Do you still listen to vinyl as a cover artist today?
I owned thousands of LPs. I sold them all. Vinyl is too complicated. I have a jukebox with singles from the sixties and seventies. Otherwise, I download my music. I hugged the digital world.
How could that happen?
Our productions were very time-consuming at that time and lasted up to six weeks. We worked without special effects. What can be seen in the pictures, there was also in reality. That was our way of working. We wanted it that way. For the cover of Pink Floyd’s album “Wish You Were Here”, we actually set one of the two businessmen on fire. Today I would add the fire with Photoshop in two hours. Same goes for movie editing. What used to take hours, now takes only seconds. Many things are faster and easier. I really hugged the digital world tight. I am up to date.
Nevertheless, you curated the Pink Floyd exhibition. You are a bit retro …
Yes. It is a retrospective. However, one purpose of the show is to make young people see how we approached things back then, how disciplined, how carefully we had to work, how long everything lasted. Today everyone wants to have everything immediately. We used to have the time to think about which picture is really the best. Our covers are not just Snapshots with the Smartphone . They are art.
WLTD. it stands out: the exhibition is not as nostalgic as one would have thought. Pink Floyd albums such as “The Wall” or “Animals” are still relevant today, in times of new walls and increasingly louder and lesser democratic extremities …
Yes, Pink Floyd metaphors like the wall or the inflatable flying pig are as meaningful today as they once were. And Roger Waters delivers strong, clear political statements to this day. He ventures far out of cover and has to be careful not to shoot at him.
Have you ever tried to prevent the Pink Floyd breakup?
I’m close to the band, I’m still their art director, I talk to them regularly. Of course I tried to repair the friendship. Roger Waters and David Gilmour are two incredibly talented and intelligent musicians. There is nothing like experiencing music together in a room. But there is a grudge, there are human tensions and political disagreements that are difficult to overcome.
As they Waters , Gilmour and Mason, to whom Pink Floyd members still live, presented your exhibition idea, were they all in one room?
No. I met everyone in person, but apart from each other. They were never in the same room. It is sad. I never say never, but I do not see them performing again.
Some exhibits from London are not featured in the Dortmunder U, the first band van and the model of Battersea Power Station. Why?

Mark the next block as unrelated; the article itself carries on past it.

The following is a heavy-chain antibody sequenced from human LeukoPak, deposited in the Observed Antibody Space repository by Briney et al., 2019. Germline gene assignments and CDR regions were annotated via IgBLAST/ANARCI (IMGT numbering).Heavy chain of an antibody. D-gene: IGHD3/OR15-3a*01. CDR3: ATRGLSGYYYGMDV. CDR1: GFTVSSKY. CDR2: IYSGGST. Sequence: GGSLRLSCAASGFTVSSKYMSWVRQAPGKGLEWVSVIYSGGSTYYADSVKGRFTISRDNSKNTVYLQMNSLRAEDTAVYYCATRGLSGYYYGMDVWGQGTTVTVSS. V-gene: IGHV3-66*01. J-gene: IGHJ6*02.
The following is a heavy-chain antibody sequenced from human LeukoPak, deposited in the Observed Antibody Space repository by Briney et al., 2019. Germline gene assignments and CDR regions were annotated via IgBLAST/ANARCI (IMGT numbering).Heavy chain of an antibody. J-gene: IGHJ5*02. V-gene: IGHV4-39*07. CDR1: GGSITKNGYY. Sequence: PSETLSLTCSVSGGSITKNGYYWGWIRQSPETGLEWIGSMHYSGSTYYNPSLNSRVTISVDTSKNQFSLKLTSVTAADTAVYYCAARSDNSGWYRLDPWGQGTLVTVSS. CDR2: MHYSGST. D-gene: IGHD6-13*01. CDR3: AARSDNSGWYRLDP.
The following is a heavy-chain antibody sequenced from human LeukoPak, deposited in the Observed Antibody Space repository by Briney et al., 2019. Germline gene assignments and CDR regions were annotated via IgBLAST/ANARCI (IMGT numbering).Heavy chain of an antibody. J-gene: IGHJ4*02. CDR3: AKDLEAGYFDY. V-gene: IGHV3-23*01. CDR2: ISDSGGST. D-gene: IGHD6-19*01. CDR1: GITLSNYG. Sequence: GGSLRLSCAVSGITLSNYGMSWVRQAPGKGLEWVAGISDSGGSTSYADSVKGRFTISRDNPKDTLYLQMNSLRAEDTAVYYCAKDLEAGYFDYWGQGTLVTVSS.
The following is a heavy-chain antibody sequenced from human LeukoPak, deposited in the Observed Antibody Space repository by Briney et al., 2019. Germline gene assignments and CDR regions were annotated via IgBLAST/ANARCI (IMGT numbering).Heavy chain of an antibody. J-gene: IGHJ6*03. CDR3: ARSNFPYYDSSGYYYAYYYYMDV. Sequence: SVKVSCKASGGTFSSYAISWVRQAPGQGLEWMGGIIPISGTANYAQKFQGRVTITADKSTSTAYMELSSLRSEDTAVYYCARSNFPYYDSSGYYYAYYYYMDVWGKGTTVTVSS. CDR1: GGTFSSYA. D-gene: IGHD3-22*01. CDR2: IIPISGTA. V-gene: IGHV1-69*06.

The exhibition is a bit smaller. There was not enough space. We had to leave something out.
is Dortmund at all the right place?
I originally wanted to go Berlin , preferably after Tempelhof , in the former airport building. But in whole Berlin was not a location free. Some museums are booked three, four years in advance. In Dortmund, on the other hand, was a place, and Dortmund has a Pink Floyd history. The band performed “The Wall” there on eight evenings in February 1981 – and otherwise only in Los Angeles , New York and London . Nevertheless: Berlin is a cultural center, Dortmund not. Sometimes you just do not have the choice.
Which photo session was the most elaborate or exciting?
Quite clear: the pictures for the “Animals” cover at the Battersea Power Station in London , as the inflatable pig broke free and got into the approach lane of Heathrow Airport. I stood next to this huge coal-fired power plant and looked after the pig. Never in my life have I been more afraid. I already saw ourselves responsible for one of the most terrible air catastrophes. I remember very well, like everyone else Pink Floyd in her Cars climbed and cleared and left me alone.
There were no mobile phones. I ran to the nearest phone booth and called the Police . “There’s a gigantic pig flying towards the planes,” I shouted into the phone. Pilots had already reported it. The air traffic was stopped. Two military aircraft came up to search for the pig because it was not visible on the radar. I was arrested in the meantime because, as they said, I was responsible for a UFO. Afterwards everyone believed it was a public relations stunt. But it certainly was not.
The matter went well …
Yes. At 9pm, I was back in my photo studio in the Denmark Street, the phone rang. A farmer out South England called and said, “You’re looking for a big, pink pig?” – “Yes.” – “It’s lying on my field, terrifying my cows.”
Interview Conducted By Mathias Begalke / RND for Neue Presse